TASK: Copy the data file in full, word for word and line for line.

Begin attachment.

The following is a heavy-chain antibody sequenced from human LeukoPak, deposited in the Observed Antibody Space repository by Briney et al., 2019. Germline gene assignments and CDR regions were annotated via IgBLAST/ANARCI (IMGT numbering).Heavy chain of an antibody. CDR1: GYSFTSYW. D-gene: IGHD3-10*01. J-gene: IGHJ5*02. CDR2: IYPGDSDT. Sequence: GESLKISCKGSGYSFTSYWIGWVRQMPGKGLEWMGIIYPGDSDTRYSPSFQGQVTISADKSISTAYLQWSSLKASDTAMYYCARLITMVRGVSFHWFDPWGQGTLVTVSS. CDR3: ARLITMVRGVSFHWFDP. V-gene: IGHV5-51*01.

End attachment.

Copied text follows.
The following is a heavy-chain antibody sequenced from human LeukoPak, deposited in the Observed Antibody Space repository by Briney et al., 2019. Germline gene assignments and CDR regions were annotated via IgBLAST/ANARCI (IMGT numbering).Heavy chain of an antibody. CDR1: GYSFTSYW. D-gene: IGHD3-10*01. J-gene: IGHJ5*02. CDR2: IYPGDSDT. Sequence: GESLKISCKGSGYSFTSYWIGWVRQMPGKGLEWMGIIYPGDSDTRYSPSFQGQVTISADKSISTAYLQWSSLKASDTAMYYCARLITMVRGVSFHWFDPWGQGTLVTVSS. CDR3: ARLITMVRGVSFHWFDP. V-gene: IGHV5-51*01.